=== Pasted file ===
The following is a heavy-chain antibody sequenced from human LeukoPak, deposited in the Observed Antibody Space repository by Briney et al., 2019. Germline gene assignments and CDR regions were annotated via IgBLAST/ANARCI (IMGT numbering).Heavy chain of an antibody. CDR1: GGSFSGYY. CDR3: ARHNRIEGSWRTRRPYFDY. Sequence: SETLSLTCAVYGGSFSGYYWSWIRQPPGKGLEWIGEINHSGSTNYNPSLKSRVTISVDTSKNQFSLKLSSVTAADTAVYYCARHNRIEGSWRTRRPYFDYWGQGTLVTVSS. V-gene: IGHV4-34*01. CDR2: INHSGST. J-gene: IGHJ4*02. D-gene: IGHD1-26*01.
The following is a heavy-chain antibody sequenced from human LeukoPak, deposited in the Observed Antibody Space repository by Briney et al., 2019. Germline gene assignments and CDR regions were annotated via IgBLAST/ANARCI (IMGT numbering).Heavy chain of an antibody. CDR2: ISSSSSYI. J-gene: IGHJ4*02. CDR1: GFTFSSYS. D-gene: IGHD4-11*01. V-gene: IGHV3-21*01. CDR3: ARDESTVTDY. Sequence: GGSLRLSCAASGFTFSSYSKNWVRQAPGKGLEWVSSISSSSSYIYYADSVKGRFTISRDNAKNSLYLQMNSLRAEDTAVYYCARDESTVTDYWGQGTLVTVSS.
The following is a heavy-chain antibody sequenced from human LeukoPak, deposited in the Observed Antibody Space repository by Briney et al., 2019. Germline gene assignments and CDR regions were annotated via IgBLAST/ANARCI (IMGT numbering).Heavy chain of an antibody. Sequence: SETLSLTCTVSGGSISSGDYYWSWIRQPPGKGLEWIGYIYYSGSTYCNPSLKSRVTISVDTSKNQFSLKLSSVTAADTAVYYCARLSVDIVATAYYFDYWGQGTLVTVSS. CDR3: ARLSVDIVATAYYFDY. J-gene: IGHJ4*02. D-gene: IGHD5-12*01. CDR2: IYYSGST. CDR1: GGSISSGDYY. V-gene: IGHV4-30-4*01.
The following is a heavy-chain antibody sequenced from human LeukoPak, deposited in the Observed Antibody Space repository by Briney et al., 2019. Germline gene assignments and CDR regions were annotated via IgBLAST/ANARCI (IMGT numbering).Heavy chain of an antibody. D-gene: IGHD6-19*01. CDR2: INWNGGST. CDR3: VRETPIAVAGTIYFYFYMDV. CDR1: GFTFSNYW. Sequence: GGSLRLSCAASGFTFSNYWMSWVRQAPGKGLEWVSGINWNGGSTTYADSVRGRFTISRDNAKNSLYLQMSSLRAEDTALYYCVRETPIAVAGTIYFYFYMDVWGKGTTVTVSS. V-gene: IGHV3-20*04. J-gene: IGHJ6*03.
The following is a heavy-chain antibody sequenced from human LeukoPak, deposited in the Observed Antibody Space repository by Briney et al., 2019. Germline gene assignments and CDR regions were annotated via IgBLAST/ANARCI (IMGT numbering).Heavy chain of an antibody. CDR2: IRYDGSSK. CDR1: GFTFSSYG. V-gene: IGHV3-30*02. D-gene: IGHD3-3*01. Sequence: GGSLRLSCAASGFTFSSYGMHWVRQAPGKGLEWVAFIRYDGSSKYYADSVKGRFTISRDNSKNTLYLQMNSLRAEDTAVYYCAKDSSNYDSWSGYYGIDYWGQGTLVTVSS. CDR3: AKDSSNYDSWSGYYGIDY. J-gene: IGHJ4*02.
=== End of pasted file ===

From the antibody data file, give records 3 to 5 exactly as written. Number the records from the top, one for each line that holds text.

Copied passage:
The following is a heavy-chain antibody sequenced from human LeukoPak, deposited in the Observed Antibody Space repository by Briney et al., 2019. Germline gene assignments and CDR regions were annotated via IgBLAST/ANARCI (IMGT numbering).Heavy chain of an antibody. Sequence: SETLSLTCTVSGGSISSGDYYWSWIRQPPGKGLEWIGYIYYSGSTYCNPSLKSRVTISVDTSKNQFSLKLSSVTAADTAVYYCARLSVDIVATAYYFDYWGQGTLVTVSS. CDR3: ARLSVDIVATAYYFDY. J-gene: IGHJ4*02. D-gene: IGHD5-12*01. CDR2: IYYSGST. CDR1: GGSISSGDYY. V-gene: IGHV4-30-4*01.
The following is a heavy-chain antibody sequenced from human LeukoPak, deposited in the Observed Antibody Space repository by Briney et al., 2019. Germline gene assignments and CDR regions were annotated via IgBLAST/ANARCI (IMGT numbering).Heavy chain of an antibody. D-gene: IGHD6-19*01. CDR2: INWNGGST. CDR3: VRETPIAVAGTIYFYFYMDV. CDR1: GFTFSNYW. Sequence: GGSLRLSCAASGFTFSNYWMSWVRQAPGKGLEWVSGINWNGGSTTYADSVRGRFTISRDNAKNSLYLQMSSLRAEDTALYYCVRETPIAVAGTIYFYFYMDVWGKGTTVTVSS. V-gene: IGHV3-20*04. J-gene: IGHJ6*03.
The following is a heavy-chain antibody sequenced from human LeukoPak, deposited in the Observed Antibody Space repository by Briney et al., 2019. Germline gene assignments and CDR regions were annotated via IgBLAST/ANARCI (IMGT numbering).Heavy chain of an antibody. CDR2: IRYDGSSK. CDR1: GFTFSSYG. V-gene: IGHV3-30*02. D-gene: IGHD3-3*01. Sequence: GGSLRLSCAASGFTFSSYGMHWVRQAPGKGLEWVAFIRYDGSSKYYADSVKGRFTISRDNSKNTLYLQMNSLRAEDTAVYYCAKDSSNYDSWSGYYGIDYWGQGTLVTVSS. CDR3: AKDSSNYDSWSGYYGIDY. J-gene: IGHJ4*02.